This study compared two cutting systems: System 5 sagittal saw with the standard dual-cut oscillating blade, and the System 6 oscillating tip saw with Stryker Precision oscillating tip cartridge.
Metal debris was carefully collected and measured after each simulated TKA, and for the standard dual-cut oscillating blade averaged 12.741mg. The Stryker Precision oscillating tip cartridge procedures averaged 2.021 mg of debris, an 84% reduction.
The study suggests the oscillating tip saws offer superior control on TKA procedures and helps keep surgeons from accidentally hitting the metal guards or blocks, which can create metal debris. This improved saw system provides measurable gains in instrument control. It also illustrates that risk to the patient (foreign-body reaction) and surgical staff can be reduced with the best tools.
Chatter, or blade vibration or rattling, is another issue with surgical blades that directly affects blade control. The problem of chatter is exceptionally common and it can cause serious damage, especially in small bone operations. Unstable cutting and producing uneven surfaces can jeopardize the results of many procedures.
Chatter is a serious issue in orthopaedic surgeries, especially those that involve working on small, more delicate bones like those in the face, wrists or ankles.
Small bone blades are not designed to cut deeply in one pass, lest the chamfers of the bur fill with debris that cannot be discharged and which can affect the instrument’s stability. Jumping or stuttering of a cutting tool can be due to cutting too deeply and clogging bur grooves with a mixture of bone and tissue of varying weights, causing the bur head to rattle. It could also be caused by moving the instrument unevenly, or drilling with irregular force or speed.
Chatter causes inaccuracy of cutting and less desirable results.
Stryker produces small bone blades with specifically patented burs with anti-chatter characteristics built into the design. These small bone blades move bone debris up the channels or flutes of the rotating bur during cutting. The flute geometry allows debris to travel away from the cutting surface and away from the cutting tool while it is being utilized, allowing for the blade to remain clean and a reduction in chatter.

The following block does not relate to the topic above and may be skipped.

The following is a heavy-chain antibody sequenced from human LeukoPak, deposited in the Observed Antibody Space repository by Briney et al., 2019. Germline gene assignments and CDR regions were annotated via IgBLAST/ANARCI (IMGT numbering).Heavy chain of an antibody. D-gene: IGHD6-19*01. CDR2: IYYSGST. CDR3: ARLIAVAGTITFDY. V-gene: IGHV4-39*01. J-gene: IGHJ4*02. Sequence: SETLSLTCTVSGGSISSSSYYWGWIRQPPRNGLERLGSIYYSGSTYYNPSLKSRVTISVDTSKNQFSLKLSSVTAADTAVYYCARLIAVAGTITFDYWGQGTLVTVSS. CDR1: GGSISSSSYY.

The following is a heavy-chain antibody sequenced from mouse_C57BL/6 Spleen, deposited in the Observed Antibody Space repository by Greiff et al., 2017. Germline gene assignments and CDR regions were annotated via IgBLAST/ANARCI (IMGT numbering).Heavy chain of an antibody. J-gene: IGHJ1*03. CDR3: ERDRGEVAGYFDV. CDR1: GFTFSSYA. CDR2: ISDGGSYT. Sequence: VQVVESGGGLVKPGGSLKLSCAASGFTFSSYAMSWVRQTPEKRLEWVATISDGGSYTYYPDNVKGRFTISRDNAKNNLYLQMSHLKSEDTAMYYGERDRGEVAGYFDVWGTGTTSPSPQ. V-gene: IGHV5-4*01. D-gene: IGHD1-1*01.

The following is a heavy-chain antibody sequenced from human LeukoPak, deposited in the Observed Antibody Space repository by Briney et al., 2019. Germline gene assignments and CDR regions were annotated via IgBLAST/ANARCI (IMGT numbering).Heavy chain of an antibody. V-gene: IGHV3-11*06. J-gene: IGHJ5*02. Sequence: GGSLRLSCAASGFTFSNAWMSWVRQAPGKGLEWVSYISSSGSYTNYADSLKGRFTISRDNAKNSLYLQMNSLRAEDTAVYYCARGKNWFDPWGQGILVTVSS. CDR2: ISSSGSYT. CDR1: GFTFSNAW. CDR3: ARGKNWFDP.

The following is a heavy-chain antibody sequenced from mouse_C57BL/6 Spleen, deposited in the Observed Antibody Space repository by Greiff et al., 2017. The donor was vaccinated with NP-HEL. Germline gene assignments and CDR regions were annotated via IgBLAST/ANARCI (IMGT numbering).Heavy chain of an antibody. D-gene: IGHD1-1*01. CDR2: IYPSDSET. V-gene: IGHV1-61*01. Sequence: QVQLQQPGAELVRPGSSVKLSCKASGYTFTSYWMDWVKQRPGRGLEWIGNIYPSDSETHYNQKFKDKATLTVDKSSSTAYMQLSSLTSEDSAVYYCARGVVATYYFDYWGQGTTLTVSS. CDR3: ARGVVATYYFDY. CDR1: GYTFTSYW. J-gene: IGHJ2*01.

In addition to the benefits provided by unique design of the Stryker blades, the Stryker burs, in turn, enable a subtle level of control over the treatment site that preserves as much healthy bone and tissue as possible. Together, these Stryker tools offer enhanced benefits for many major joint procedures, including TKA, total shoulder, and total ankle.
Avoiding chatter means having better control of the cutting process and more precise results. Stryker’s tool systems offer exceptional control and thus significantly reduce the risk of chatter and concomitant harm.
Each surgical application calls for wise choice of tools to maximize patient safety. The wrong device slows down progress and puts unnecessary burdens on the surgeon. The high stakes of the surgical suite demand highly-skilled practitioners using the best tools available, all to keep each patient safe.
 Augustin G, Zigman T, Davila S, Udilljak T, Staroveski T, Brezak D, Babic S. Cortical bone drilling and thermal osteonecrosis, Clin Biomech (Bristol, Avon). 2012 May;27(4):313-25. https://www.ncbi.nlm.nih.gov/pubmed/22071428.
 https://pdf.medicalexpo.com/pdf/stryker/system-7-precision/70192-129312.html, accessed January 15th, 2020.
 Wetzel RJ, Shah RR, Puri L. Demonstration of saw blade accuracy and excursion: a cadaveric comparions study of blade types used in total knee arthroplasty. J Arthoplasty, 2013 Jun;28(6):985-7. https://www.ncbi.nlm.nih.gov/pubmed/23523505
 Peters MP, Feczko PZ, Tsang K, van Rietbergen B, Arts JJ, Emans PJ. Noise exposure in TKA surgery; oscillating tip saw systems vs. oscillating blade saw systems, J Arthroplasty. 2016 Dec;31(12):2773-2777, https://www.ncbi.nlm.nih.gov/pubmed/27394075.
 Gotterson PR, Nusem I., Pearcy MJ, Crawford RW. Metal debris from bony resection in knee arthroplasty – is it an issue? Acta Orthopaedica 76, no. 4 (2005) https://www.tandfonline.com/doi/full/10.1080/17453670510041448.
 Sarah E. Sydney, BEng; Simon A. Pickering, MD, FRCS (Eng), FRCS (Orth); Cameron G.R. Bell, PhD; Ross Crawford, MBBS, FRACS, DPhil (Oxon). Reducing Metal Debris Generation During Total Knee Arthroplasty. Orthopedics, 2007; 30(12): 999-1000. https://www.healio.com/orthopedics/knee/journals/ortho/2007-12-30-12/%7B03131112-b352-4ee1-9103-4b7d7b79f546%7D/reducing-metal-debris-generation-during-total-knee-arthroplasty